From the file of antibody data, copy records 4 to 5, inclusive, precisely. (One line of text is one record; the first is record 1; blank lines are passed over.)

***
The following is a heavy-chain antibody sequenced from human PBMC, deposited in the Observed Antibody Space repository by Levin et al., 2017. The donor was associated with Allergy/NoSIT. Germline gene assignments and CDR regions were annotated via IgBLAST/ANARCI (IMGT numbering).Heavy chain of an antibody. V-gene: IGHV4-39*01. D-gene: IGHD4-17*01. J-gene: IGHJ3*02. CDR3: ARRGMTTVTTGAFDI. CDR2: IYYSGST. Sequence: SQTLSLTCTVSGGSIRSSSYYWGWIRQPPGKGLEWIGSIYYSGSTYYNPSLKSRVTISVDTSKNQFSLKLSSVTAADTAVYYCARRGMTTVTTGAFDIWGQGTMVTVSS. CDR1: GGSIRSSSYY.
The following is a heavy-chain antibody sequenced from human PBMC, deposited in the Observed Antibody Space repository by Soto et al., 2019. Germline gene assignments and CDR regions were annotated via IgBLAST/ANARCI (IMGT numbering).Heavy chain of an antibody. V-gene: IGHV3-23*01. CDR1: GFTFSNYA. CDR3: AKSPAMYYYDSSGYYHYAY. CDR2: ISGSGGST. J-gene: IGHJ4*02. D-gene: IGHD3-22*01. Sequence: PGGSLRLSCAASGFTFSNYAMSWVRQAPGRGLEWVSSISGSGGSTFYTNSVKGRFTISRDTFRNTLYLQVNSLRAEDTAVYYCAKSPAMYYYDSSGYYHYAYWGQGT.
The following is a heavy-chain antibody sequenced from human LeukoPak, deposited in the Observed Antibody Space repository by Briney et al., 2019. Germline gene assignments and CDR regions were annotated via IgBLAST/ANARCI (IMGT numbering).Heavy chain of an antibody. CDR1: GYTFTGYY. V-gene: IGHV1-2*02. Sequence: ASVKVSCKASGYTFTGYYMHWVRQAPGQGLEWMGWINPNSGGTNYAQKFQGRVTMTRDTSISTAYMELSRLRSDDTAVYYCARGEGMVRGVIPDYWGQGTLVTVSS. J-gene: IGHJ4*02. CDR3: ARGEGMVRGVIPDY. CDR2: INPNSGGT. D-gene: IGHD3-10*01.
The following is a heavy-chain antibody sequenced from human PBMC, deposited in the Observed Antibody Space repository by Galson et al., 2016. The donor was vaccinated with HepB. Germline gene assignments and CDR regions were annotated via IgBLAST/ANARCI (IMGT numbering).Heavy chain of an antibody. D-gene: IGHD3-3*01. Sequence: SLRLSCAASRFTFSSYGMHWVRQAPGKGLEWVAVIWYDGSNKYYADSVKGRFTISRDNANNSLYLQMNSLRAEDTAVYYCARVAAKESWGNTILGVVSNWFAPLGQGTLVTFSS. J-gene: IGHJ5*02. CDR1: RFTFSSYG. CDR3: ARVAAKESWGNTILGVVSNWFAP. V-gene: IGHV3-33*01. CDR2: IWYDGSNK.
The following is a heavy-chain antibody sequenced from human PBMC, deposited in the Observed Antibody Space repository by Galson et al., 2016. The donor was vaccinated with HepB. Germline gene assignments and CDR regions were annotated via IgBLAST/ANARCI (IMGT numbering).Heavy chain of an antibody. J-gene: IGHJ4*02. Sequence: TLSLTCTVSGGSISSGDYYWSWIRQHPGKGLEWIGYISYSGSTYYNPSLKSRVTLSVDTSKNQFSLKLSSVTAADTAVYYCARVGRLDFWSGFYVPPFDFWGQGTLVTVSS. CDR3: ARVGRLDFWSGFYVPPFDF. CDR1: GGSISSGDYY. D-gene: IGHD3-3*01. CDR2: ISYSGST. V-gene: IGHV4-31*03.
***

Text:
The following is a heavy-chain antibody sequenced from human PBMC, deposited in the Observed Antibody Space repository by Galson et al., 2016. The donor was vaccinated with HepB. Germline gene assignments and CDR regions were annotated via IgBLAST/ANARCI (IMGT numbering).Heavy chain of an antibody. D-gene: IGHD3-3*01. Sequence: SLRLSCAASRFTFSSYGMHWVRQAPGKGLEWVAVIWYDGSNKYYADSVKGRFTISRDNANNSLYLQMNSLRAEDTAVYYCARVAAKESWGNTILGVVSNWFAPLGQGTLVTFSS. J-gene: IGHJ5*02. CDR1: RFTFSSYG. CDR3: ARVAAKESWGNTILGVVSNWFAP. V-gene: IGHV3-33*01. CDR2: IWYDGSNK.
The following is a heavy-chain antibody sequenced from human PBMC, deposited in the Observed Antibody Space repository by Galson et al., 2016. The donor was vaccinated with HepB. Germline gene assignments and CDR regions were annotated via IgBLAST/ANARCI (IMGT numbering).Heavy chain of an antibody. J-gene: IGHJ4*02. Sequence: TLSLTCTVSGGSISSGDYYWSWIRQHPGKGLEWIGYISYSGSTYYNPSLKSRVTLSVDTSKNQFSLKLSSVTAADTAVYYCARVGRLDFWSGFYVPPFDFWGQGTLVTVSS. CDR3: ARVGRLDFWSGFYVPPFDF. CDR1: GGSISSGDYY. D-gene: IGHD3-3*01. CDR2: ISYSGST. V-gene: IGHV4-31*03.